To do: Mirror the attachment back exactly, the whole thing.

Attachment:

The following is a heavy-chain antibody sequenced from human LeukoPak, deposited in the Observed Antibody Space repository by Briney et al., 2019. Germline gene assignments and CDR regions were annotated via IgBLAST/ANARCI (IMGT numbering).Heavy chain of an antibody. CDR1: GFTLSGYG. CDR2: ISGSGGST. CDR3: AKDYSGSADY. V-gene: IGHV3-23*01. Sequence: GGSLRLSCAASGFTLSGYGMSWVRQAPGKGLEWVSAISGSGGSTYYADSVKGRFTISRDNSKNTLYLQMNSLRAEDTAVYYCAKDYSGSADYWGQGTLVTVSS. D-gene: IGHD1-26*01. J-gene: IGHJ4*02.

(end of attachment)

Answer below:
The following is a heavy-chain antibody sequenced from human LeukoPak, deposited in the Observed Antibody Space repository by Briney et al., 2019. Germline gene assignments and CDR regions were annotated via IgBLAST/ANARCI (IMGT numbering).Heavy chain of an antibody. CDR1: GFTLSGYG. CDR2: ISGSGGST. CDR3: AKDYSGSADY. V-gene: IGHV3-23*01. Sequence: GGSLRLSCAASGFTLSGYGMSWVRQAPGKGLEWVSAISGSGGSTYYADSVKGRFTISRDNSKNTLYLQMNSLRAEDTAVYYCAKDYSGSADYWGQGTLVTVSS. D-gene: IGHD1-26*01. J-gene: IGHJ4*02.